In any business environment, your best people are always in demand. Your role as a manager is to consistently give your employees compelling reasons to stay with your firm. Companies that are able to maintain continuity among their creative teams are positioned for the greatest success. Here are five tips for better staff retention:
- Know the value of "thank you." Creatives work for much more than a paycheck. They also want their jobs to be a means of attaining self-respect, professional growth and an appreciation for their talents. Take the time to acknowledge individual and group achievements. Even small actions such as offering praise during a staff meeting or private discussion can go a long way in making people feel valued.
- Trust your team to do a good job. Most professionals place a premium on autonomy and the ability to make decisions. When you micromanage, you send the message to your staff that you don't believe they can do the job correctly, which can undermine morale. Instead, empower your creative team to develop new solutions to problems. Being open to suggestions and acting on them whenever possible tells your employees that their opinions matter.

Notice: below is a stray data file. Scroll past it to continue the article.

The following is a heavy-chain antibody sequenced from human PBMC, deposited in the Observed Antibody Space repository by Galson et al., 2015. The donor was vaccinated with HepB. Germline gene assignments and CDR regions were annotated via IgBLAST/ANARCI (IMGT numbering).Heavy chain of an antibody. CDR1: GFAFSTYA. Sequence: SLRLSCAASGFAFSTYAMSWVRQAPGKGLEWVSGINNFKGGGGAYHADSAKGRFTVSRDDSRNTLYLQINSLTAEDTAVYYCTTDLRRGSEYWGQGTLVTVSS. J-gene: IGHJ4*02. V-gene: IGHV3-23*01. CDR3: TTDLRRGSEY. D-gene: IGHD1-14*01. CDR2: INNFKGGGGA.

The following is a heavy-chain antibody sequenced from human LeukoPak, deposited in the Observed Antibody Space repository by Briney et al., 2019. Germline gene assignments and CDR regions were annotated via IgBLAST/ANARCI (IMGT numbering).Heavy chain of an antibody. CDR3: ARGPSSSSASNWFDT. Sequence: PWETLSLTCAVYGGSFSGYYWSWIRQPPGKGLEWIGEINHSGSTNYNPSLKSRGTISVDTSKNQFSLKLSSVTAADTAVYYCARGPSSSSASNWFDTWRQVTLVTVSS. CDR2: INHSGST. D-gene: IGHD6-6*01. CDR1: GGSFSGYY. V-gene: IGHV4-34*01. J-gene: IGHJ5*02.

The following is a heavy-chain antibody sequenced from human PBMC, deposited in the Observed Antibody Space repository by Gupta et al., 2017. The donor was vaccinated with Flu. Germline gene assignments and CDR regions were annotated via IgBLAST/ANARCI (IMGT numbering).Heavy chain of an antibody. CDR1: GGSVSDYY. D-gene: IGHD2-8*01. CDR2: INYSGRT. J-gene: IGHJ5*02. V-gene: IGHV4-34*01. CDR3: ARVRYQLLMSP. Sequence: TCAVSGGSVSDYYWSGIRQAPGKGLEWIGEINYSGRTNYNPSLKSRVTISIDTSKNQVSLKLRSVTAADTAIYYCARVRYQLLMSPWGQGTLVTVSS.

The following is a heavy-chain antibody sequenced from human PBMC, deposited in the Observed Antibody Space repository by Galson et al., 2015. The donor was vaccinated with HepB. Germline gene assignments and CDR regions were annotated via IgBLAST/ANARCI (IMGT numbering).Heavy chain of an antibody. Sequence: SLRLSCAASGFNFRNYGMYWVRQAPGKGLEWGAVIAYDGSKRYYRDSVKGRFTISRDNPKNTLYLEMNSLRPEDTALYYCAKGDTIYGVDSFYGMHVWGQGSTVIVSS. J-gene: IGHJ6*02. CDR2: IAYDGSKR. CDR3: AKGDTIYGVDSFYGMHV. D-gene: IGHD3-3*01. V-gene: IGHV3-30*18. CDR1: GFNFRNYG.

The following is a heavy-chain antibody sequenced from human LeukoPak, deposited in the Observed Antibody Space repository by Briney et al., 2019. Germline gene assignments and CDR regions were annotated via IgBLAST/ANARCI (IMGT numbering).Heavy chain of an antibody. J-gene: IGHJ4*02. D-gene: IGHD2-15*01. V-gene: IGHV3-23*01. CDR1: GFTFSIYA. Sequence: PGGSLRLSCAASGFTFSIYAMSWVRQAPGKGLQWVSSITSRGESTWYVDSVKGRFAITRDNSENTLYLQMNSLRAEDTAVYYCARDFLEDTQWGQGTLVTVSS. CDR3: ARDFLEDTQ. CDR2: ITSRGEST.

- Get to know your staff as individuals. Are your team members satisfied with their work? Ask each of them about their career aspirations, and then try to find ways to help them achieve these goals. Support their professional growth by providing access to free or discounted training or membership to a professional association. Also, touch base regularly to let people know you're personally invested in their success.
- Be sensitive to stress levels. After a sustained period of heavy workloads, intense pressure and tight deadlines, your staff may be on the verge of burnout. When you see your employees nearing their limits, consider bringing in additional full-time staff, freelancers or a combination of both to ease the burden and ensure you have the expertise on board that you need for each project.
- Pay competitively. Money may not be the most important factor in the decision to leave a company, but it can certainly play a key role if people feel they aren't compensated fairly. Always strive to keep your salary levels at or slightly above those offered by your competitors.